The following day we went for a walk along the cliffs beyond Kangaroo Point. It was very warm and eventually we fancied an ice cream. You could choose either one or two scoops in a cone or two scoops in a little tub. Not being fond of cones, I asked if I could have one scoop in a tub. That wasn't possible, the girl behind the counter in the cafe explained. 'Oh, in that case I'd better have one scoop in a cone, if that's the rule,' I said, my words dripping with sarcasm. But it was wasted on her, and I didn't get what I wanted.

Sometimes I miss initiative and discretion (as in, the faculty of discerning).

We must have only walked for about half an hour but in that time came across two do-and-don't signs.
The 'park assets' I assume are the railings between the path and the cliffs and around the little rock promontories. But I am unsure about 'the proper recreational use of the cliffs'. That's open to all sorts of misinterpretation I would imagine, but I think Council means abseiling.

In the need-to-lie-down category of frustration at Aussie rules are parking fines. A friend told me recently that her husband had gained two in one relatively short journey. I can quite believe it. I'm sure he isn't a particularly reckless driver, but he is from England, a country of gloriously consistent speed limits. There, wherever you drive on a motorway, the maximum permitted speed is always, always, always 70 miles/hour. Here, it varies enormously, often without apparent rhyme or reason.

I was 'done' a few weeks ago, coming down from Mt Coot-tha, where I was showing visitors the view. Notice I say 'down'. It's always a nice little earner, isn't it, catching people out as their speed creeps up on a gradual downward slope? The speed limit is generally 50 km/hr in built-up areas: this is out of town, in a forest. It's gently winding and sloping, with no obvious hazards. It never occurred to me it would only be 50, but I was probably concentrating more on my passengers than the signs.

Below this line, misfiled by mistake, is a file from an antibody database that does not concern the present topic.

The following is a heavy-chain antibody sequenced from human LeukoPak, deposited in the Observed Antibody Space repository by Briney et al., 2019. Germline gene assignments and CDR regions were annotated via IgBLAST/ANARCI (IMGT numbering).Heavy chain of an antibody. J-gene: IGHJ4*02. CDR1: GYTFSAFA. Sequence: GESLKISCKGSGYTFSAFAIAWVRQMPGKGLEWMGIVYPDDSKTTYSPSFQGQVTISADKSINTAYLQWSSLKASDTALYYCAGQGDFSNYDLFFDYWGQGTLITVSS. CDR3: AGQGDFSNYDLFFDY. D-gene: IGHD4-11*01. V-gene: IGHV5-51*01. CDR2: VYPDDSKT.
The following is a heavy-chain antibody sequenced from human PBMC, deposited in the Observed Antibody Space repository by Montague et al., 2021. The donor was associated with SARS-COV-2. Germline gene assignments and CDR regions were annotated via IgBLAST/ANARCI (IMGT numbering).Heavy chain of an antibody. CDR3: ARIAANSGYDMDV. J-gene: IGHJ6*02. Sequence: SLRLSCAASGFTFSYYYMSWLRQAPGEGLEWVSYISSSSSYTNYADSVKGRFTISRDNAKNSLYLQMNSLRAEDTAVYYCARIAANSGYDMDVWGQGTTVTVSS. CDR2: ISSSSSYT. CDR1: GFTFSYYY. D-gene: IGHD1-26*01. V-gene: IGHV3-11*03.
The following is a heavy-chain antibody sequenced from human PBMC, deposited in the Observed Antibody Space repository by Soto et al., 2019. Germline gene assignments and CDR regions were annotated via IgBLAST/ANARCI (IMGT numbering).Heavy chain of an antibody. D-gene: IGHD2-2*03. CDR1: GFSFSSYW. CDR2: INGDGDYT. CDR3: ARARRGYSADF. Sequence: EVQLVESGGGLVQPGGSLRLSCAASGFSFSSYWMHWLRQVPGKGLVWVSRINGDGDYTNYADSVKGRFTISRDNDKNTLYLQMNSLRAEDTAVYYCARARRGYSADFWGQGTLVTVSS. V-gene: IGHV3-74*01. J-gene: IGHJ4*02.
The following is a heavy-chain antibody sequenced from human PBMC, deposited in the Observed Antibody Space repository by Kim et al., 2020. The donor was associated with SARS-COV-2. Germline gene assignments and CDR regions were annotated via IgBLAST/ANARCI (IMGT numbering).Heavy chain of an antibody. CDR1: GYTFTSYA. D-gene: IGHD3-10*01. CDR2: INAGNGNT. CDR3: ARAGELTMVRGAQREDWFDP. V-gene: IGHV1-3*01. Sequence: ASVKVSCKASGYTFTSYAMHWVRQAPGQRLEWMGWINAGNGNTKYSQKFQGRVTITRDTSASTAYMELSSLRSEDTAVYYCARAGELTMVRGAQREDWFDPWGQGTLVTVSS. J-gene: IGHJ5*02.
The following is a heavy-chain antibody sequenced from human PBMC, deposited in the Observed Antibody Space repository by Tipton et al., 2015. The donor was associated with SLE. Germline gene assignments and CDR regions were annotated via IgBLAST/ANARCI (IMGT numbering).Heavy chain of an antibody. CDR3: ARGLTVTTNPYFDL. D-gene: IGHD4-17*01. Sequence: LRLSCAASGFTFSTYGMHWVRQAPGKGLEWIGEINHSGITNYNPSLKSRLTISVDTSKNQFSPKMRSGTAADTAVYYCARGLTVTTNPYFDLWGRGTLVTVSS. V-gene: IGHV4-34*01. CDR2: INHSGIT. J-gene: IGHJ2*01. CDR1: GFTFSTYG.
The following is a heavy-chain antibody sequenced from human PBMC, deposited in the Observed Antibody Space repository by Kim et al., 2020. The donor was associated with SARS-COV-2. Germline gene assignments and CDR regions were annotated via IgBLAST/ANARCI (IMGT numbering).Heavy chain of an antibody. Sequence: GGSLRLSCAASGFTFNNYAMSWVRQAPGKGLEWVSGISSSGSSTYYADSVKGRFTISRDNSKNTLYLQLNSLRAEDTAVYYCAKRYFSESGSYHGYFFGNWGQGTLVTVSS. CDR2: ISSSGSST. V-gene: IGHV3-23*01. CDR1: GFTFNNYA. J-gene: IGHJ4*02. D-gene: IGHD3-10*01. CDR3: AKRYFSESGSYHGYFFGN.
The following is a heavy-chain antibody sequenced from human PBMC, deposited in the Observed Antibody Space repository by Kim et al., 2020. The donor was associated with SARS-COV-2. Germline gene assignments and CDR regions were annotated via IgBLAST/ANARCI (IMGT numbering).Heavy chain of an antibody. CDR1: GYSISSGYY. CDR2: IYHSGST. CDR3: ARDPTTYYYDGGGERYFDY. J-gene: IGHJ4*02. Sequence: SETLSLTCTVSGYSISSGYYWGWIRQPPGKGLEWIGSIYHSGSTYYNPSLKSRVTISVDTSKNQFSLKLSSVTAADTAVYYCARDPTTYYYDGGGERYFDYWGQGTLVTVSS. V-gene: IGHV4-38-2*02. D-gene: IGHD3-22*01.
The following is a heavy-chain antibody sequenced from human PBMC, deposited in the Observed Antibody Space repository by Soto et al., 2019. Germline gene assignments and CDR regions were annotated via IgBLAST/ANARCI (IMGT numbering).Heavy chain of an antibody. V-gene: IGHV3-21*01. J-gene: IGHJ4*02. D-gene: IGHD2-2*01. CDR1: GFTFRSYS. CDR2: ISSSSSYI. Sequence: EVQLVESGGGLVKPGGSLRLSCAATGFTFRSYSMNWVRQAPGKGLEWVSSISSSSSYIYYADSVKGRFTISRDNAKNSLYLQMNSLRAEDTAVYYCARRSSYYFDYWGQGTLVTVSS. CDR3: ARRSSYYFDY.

I was fined more than $200 so I get a special treat: I can pay in instalments. I'm sure you can imagine the paperwork. First off; the car is registered in my friend's name, so he has to declare he wasn't driving, and identify the person who was. In Australia, a stat dec has to be witnessed by a justice of the peace. Luckily, he knows one at work so we didn't have to spend the entire weekend tracking one down. Then, payment: my friend, as financial administrator of the household, arranges the first payment by internet banking. Then, we have to return the infringement notice, duly filled in at Section C, sub-box Voluntary Instalment Plan, so that 'the balance of your fine will be referred to the State Penalties Enforcement Registry (SPER) who will forward you an Instalment Payment Notice'. Doesn't this seem a tad overcomplicated to you, not to mention the toll on the trees?

I went into an online forum and discovered the speed limit on Mt Coot-tha used to be 70 km/hr, which is probably the least you'd expect in that location. Several contributors described how they'd been caught there by highway patrols. 'Obviously the Queensland government needed extra income,' one of them concluded drily. I found one reference to the fact that Mt Coot-tha is a recreation reserve and 'for visitor safety the road speed limit is 50 km/hr', but this must be a random restriction. I can find no mention of it in Queensland road rules.